Segolene Royal speaks to packed Que. auditorium
The Canadian Press
Published Wednesday, September 19, 2007 9:58PM EDT
MONTREAL - Defeated French presidential candidate Segolene Royal has touched on the so-called reasonable accommodation debate going on in Quebec.
Royal spoke briefly about the controversial topic during her speech at a packed auditorium at Universite de Montreal on Wednesday.
"The questions that are being debated in Quebec around what we call reasonable accommodation seem essential,'' she said. "These are questions being asked in all nations, in all societies that have waves of immigration....,'' she said.
Quebec's experience when it comes to immigration and reasonable accommodation is of particular interest to Royal because she said Quebec has managed to preserve its values and practices while surrounded by largely anglophone Canada.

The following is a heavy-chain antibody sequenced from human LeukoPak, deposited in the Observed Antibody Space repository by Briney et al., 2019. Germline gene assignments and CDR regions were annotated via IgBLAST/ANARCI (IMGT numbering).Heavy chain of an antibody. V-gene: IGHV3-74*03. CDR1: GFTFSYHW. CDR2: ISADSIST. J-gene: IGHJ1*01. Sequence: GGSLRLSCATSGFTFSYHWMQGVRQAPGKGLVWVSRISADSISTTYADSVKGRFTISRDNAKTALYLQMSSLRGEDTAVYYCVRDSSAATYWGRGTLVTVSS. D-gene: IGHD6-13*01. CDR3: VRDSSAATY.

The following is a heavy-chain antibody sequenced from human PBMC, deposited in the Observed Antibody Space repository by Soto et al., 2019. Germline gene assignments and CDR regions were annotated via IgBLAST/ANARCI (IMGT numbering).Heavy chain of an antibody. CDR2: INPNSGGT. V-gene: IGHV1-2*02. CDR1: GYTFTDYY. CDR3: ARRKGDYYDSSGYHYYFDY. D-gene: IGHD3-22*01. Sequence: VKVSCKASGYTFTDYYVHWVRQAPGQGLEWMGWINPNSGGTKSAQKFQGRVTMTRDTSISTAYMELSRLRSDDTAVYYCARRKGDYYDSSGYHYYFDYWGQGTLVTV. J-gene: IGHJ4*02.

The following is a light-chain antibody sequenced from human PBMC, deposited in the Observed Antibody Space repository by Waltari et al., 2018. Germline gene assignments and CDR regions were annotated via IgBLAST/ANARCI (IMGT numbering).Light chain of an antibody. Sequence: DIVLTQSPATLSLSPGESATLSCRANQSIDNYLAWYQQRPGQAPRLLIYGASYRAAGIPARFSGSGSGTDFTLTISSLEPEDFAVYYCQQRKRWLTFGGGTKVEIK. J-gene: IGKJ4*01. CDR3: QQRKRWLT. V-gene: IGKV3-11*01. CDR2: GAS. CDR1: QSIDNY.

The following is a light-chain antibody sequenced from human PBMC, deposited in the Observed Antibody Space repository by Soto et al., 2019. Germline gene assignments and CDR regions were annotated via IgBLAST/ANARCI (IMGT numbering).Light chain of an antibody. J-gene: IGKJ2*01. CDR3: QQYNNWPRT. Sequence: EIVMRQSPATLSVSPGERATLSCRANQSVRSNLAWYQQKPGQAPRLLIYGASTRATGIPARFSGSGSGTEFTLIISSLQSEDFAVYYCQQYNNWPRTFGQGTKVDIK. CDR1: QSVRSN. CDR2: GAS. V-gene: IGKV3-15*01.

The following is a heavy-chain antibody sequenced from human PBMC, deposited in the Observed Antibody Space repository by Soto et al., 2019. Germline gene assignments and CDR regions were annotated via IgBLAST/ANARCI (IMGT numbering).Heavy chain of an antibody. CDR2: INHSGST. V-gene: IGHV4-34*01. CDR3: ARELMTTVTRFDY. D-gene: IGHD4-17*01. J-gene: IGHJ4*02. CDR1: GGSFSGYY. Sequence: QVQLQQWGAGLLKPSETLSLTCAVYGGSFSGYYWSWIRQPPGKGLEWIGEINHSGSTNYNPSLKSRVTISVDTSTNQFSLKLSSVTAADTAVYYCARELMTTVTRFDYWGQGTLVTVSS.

The Quebec government is holding hearings on the reasonable accommodation of immigrants' practices and demands.
Royal is visiting the province in anticipation of Quebec City's 400th anniversary next year.
She was given a welcome normally reserved for celebrities as many University of Montreal students packed the halls to catch a glimpse of her, take her picture or just talk to her.
The socialist Royal lost the 2007 French presidential election to Nicolas Sarkozy.
Royal also touched on climate change, globalization and the importance of the status of the French language around the world.
"I know that Canada and France did not make the same choice on the Kyoto Protocol, but since then, the ecological conscience has been reinforced everywhere. The world needs Canada,'' Royal said.
On the question of the French-speaking nations, Royal said studies show there will be 300 million French-speaking people by the year 2050, coming from different cultures and continents and has the potential to be a model to the world.
Royal did not answer questions from journalists.